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SPORTCHECK: Taboo over

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SAUDI Arabia's decision to allow two women athletes to compete at the Olympic Games overturns a decades-old taboo imposed by the conservative Muslim monarchy which still bars women from sports at home.

Thursday's announcement by the International Olympic Committee was the fruit of negotiations between the Lausanne-based organisation and the kingdom's sports chief and has been hailed as a "breakthrough."

It capped weeks of suspense and won praise for Saudi Arabia from IOC President Jacques Rogge.

The women who will make history for Saudi Arabia are Wodjan Ali Seraj Abdulrahim Shahrkhani (judo) and Sarah Attar (800m).

"This is very positive news and we will be delighted to welcome these two athletes in London in a few weeks' time," Rogge said.

"The IOC has been working very closely with the Saudi Arabian Olympic Committee and I am pleased to see that our continued dialogue has come to fruition."

Saudi sports authorities have refrained from promoting the participation of women athletes in the London Games, apparently to avoid run-ins with ultra-conservative forces opposed to such an initiative.

In early July the Saudi Olympic committee chairman and sports minister, Prince Nawaf bin Faisal, set out the rules of the game.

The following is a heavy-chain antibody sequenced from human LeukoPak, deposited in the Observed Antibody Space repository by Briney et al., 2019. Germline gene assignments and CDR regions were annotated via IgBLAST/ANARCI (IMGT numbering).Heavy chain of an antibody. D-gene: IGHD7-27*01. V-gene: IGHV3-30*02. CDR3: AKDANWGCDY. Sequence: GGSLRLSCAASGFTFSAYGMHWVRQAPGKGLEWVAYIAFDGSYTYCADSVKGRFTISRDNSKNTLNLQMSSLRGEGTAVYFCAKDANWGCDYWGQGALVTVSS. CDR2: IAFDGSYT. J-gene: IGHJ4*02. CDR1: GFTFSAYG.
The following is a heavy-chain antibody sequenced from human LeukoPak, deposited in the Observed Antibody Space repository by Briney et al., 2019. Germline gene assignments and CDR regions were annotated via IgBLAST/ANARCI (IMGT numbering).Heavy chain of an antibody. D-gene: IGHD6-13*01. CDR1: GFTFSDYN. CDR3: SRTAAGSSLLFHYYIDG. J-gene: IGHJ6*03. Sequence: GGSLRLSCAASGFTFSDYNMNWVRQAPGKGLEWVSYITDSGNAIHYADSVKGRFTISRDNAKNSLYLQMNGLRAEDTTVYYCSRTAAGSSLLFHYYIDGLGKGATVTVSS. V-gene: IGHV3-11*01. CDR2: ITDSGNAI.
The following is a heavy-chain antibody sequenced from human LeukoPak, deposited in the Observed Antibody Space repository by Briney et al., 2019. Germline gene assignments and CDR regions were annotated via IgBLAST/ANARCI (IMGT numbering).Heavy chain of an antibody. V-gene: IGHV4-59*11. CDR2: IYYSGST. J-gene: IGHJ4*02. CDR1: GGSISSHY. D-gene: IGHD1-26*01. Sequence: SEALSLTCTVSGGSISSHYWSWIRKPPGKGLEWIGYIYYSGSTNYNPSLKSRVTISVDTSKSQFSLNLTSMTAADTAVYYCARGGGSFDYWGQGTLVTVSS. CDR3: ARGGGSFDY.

All women competitors must dress modestly, be accompanied by a male guardian and not mix with men during the Games, he told Al-Jazirah newspaper.

Saudi sportswomen may only take part if they do so "wearing suitable clothing that complies with sharia" (Islamic law) and "the athlete's guardian agrees and attends with her," he said.

"There must also be no mixing with men during the Games."

Saudi Arabia, Qatar and Brunei have been the only three countries yet to send women athletes to the Olympics. And now all three will be represented from July 27 in London.

Qatari woman shooter Bahiya al-Hamad will carry Doha's flag at the opening ceremony.

The 19-year-old Qatari, who will compete in the 10 metres pistol event, was elated.

"I am shaking with joy to be carrying the national flag of my country, Qatar, at the opening ceremony," said Bahiya. "It is a historic moment for sport."

And Sarah, 17, speaking from her training base in the US city of San Diego, said: "It's such a huge honour and I hope that it can really make some big strides for women over there to get more involved in sport."

Unlike Saudi Arabia, Qatar encourages female sports and is determined to host the Olympics in 2024 even if its bid for 2020 failed. It is also preparing to host the 2022 World Cup.

The sporting world and activists for women's rights had held their breath for weeks as they awaited news from Saudi Arabia and the Olympics committee on the participation of the women athletes. AFP


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